Sealing it Up

When we were very little and our house on Woodland Avenue was newly built, our driveway was dirt.  In those days, people built their houses little by little.  Paving the driveway was a luxury that would come in time.

In time, Herman saved up the money and had the driveway paved.

It’s been fine all these years and every other year, Herman applies driveway sealer to spiff it up.  Like all things as they get older, driveways require maintenance.  “Driveway Sealing Assistant” is one of my biennial summer jobs at Motel Four.

Last summer, Herman and Helen made an executive decision to have the driveway re-paved.  They contracted with a local, family owned paving company and a crew of suntanned and shirtless men arrived and magically created a new driveway in a day.

The new driveway is my father’s particular pride and joy.  A broom to sweep the acorns was no longer sufficient; he bought a leaf blower.  A daily ritual began and as much as I protest, Herman makes his own tiny contribution to our long slow ride down Hubbert’s peak.

A sale at the Aubuchon and the biennial year signaled sealing season a few weeks ago.  My mother called me on Friday to remind me “you need to help your father seal the driveway this weekend.”

I was late arriving, but I jumped right into it with an old paintbrush, “trimming” the edges of the driveway while Herman applied the larger quantities of sealer with a tool that resembled a flat broom.

For some reason, sealing the driveway was hard work this summer and I noticed my father was pretty laid back about it.  He’s eighty, after all, and slowing down a little.  We ran out of sealer and he left me alone trimming while he went up to the Aubuchon.  Left to my own devices, I thought about my good fortune.  Here I was, able to spend a whole morning with my father.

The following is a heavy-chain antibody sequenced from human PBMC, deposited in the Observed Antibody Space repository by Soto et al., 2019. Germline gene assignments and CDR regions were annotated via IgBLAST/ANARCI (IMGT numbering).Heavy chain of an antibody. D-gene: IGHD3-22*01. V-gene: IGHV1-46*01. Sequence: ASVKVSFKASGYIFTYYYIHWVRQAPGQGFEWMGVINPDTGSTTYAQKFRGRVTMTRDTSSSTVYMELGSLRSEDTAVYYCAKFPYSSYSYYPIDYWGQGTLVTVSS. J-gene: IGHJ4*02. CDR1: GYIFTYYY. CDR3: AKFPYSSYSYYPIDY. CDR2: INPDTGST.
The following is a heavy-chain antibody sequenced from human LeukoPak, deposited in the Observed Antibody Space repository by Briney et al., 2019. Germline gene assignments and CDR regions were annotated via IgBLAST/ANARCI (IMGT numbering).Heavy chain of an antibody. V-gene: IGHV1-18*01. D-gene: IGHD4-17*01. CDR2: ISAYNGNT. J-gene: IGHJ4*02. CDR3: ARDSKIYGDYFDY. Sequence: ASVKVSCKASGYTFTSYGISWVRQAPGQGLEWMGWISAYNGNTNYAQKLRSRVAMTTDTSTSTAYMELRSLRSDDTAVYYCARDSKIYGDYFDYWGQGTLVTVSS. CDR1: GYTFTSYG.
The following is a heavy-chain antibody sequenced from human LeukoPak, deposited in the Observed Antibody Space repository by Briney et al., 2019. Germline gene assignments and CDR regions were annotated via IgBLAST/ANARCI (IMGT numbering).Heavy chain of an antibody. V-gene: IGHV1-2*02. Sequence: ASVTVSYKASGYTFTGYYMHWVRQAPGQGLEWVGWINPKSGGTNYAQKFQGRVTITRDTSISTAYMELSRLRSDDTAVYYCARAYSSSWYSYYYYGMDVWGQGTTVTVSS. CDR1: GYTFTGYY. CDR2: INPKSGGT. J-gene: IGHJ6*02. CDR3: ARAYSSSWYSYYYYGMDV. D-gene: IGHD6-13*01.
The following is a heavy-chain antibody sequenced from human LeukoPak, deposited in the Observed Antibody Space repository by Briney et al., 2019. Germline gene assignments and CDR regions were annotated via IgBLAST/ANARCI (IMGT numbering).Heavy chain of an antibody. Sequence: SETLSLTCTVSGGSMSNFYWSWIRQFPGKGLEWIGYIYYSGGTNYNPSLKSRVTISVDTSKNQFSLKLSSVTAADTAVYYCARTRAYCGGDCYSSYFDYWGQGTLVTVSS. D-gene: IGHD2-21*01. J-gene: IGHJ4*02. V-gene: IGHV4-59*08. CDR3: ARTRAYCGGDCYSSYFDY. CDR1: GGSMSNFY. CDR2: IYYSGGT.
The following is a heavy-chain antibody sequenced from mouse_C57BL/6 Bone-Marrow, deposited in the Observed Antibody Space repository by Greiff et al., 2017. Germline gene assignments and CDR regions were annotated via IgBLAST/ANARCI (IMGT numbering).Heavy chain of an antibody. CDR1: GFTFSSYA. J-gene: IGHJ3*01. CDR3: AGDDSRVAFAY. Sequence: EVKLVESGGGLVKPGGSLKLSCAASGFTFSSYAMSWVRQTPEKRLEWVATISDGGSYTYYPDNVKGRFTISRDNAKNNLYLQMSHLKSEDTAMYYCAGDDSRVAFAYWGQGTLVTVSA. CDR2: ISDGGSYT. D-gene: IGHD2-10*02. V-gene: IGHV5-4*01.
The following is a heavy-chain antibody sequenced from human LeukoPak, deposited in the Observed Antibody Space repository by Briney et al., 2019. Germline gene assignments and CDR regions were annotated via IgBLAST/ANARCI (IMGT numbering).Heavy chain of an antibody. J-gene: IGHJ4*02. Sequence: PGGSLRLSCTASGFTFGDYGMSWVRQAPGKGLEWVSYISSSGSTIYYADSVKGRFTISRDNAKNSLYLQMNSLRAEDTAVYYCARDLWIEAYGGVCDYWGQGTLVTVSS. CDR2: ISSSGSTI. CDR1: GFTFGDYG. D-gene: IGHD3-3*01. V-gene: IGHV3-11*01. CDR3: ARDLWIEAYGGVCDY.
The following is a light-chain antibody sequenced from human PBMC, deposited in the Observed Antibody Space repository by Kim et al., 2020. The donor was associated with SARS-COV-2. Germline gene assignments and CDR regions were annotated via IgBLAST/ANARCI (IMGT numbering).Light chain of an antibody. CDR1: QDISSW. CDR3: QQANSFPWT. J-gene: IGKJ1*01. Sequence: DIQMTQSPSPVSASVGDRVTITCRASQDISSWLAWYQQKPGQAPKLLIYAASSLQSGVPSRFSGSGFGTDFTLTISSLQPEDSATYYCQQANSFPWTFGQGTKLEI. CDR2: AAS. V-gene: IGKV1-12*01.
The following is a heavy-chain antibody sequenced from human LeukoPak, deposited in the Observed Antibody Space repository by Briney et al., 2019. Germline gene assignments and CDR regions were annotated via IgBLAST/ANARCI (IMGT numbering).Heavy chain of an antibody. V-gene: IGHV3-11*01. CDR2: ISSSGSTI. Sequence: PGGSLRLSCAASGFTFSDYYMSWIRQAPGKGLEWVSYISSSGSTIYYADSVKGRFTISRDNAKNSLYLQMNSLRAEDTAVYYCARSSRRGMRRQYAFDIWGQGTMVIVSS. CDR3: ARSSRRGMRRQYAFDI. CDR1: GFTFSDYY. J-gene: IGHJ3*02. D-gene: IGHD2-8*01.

Even though we didn’t talk much, the time was the important thing.

I thought about a hiking trip my parents took a few years ago; they went to Mount Battie, in Camden, and hiked to the summit.  It gets a little muddy and steep, but the view from the top is glorious.  It’s one of those places people will drive like jerks to visit because Mount Battie and all of Penobscot Bay are the way scenic vistas should be.

I quizzed my parents about their hike a few weeks after they returned and my father said “that will be the last time I climb Mount Battie.”

As people get older, they say grave things like this.  I wasn’t prepared for it, though, and it made me nervous inside.  I get all teary and anxious and I think about the possible day I say good-bye to my father forever.  Usually, I push that thought into the farthest corner of my mind and imagine my own demise instead.

As I stood in the hot driveway waiting for my father to come back from the Aubuchon, the teary and anxious feeling crept up and I feared my father might say “this is the last time I’ll seal the driveway.”

Fortunately, at that moment, Herman drove around the corner in his little Mazda truck, grinding the gears and carrying another bucket of sealer.  I wiped that tear from the corner of my eye.

We got back to work.

We finished the job and nothing was said about “last times” and “final sealings.”  Herman and I were both lame when we finished.  I didn’t tell my parents, but I was lame for more than two weeks.  If I live to be eighty, I hope I can still seal the driveway.  .

Work is good.  Honor your parents if you can.

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